You use a bicep curl to tighten the muscles in your arm -- so many contend that exercises to tighten the facial muscles can help tighten the skin. While you do have muscles in the face, exercise to tighten them can have unintended consequences: breaking down the elastic fibers and stretching your skin before its time. Some methods used to stimulate circulation can be beneficial by helping to bring blood and nutrients to the skin to replenish skin cells and send toxins into the lymphatic system for drainage, resulting in temporarily tighter skin. However, facial exercises may prematurely stretch the skin.
Facial exercises involve making movements like pouting the lips, smiling or moving the eyebrows up and down to exercise the skin. Some products on the market to exercise the skin include facial masks that stimulate the skin or that you wear while performing facial exercises. The idea behind facial exercises is to strengthen the muscles underneath the skin, to make the skin appear more lifted and less sagging. However, facial exercises do not build muscle in the same manner as your weightlifting routine. In fact, facial treatments such as botulinum toxin injections work to weaken facial muscles because facial contractions cause lines.
Your face is the part of your skin exposed the most to the environment, including wind, sun and pollutants. Over time, the elastic and collagen fibers that give your skin its texture begin to break down, which causes wrinkling and sagging. Wrinkling typically occurs at the areas where you experience the most facial movement, such as on your smile lines or forehead when you raise your eyebrows. Facial muscles have very little to do with skin wrinkling. Instead, it is the fibers in skin that contribute to wrinkles and lines.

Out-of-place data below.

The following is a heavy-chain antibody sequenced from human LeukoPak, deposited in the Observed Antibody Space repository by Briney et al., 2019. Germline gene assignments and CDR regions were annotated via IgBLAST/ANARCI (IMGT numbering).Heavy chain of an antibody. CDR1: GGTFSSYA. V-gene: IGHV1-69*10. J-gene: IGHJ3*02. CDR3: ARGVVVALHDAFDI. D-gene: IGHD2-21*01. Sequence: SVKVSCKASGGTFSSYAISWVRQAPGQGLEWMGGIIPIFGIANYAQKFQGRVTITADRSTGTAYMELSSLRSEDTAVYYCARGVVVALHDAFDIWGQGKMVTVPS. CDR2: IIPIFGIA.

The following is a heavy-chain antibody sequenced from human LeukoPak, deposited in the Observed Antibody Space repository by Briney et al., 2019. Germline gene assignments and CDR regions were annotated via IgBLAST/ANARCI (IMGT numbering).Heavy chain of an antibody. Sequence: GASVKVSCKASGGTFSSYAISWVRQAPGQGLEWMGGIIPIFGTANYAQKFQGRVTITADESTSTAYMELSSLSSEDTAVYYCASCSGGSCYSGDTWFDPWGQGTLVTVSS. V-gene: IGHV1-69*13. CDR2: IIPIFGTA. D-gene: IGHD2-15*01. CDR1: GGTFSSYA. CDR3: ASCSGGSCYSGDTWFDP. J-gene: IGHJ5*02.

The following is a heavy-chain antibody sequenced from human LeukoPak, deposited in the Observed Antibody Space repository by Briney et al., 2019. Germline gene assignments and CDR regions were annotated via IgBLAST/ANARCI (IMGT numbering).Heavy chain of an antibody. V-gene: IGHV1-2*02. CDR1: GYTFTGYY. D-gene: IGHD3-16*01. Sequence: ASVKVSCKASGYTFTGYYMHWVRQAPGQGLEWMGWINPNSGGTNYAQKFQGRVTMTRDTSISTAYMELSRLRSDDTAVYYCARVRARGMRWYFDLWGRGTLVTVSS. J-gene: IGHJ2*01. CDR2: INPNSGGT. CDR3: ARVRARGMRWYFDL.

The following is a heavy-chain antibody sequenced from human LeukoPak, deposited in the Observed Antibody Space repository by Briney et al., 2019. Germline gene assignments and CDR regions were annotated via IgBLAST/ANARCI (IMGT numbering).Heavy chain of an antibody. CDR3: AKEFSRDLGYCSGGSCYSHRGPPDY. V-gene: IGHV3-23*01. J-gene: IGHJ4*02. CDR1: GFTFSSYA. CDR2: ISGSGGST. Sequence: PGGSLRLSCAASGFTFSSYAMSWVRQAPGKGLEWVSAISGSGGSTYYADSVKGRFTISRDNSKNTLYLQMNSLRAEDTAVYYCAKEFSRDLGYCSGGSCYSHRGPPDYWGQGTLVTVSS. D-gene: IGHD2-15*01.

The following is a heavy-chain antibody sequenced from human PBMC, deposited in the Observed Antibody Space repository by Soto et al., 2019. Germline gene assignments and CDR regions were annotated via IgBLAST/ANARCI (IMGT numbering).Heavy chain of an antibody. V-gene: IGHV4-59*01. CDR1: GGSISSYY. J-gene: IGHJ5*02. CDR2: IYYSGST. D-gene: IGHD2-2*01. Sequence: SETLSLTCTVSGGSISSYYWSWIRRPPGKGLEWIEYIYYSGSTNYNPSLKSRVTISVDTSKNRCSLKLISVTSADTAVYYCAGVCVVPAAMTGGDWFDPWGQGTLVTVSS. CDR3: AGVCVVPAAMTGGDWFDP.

Although other areas of the body, such as your arms or legs, may tighten when you engage in resistance-training exercise, facial skin is thinner and more susceptible to stretching. "If you cause unnecessary stretching of the elastic skin, it will cause failure of the elastic fibers and it will sag and stretch out sooner," says Dr. Neal Schultz, a dermatologist speaking on DermTV. "Facial exercise is a total no-no for helping your facial skin and texture."
Instead of facial movements to tighten the skin, you can practice massage exercises to stimulate circulation, which can be beneficial to your skin. The Consumer Guide to Plastic Surgery recommends taking the pads of your fingers to gently massage areas where you may experience facial tension such as the forehead, cheeks and jaw. This can manually stimulate good circulation in your face, which can facilitate lymphatic drainage that contains bacteria, without stretching the face.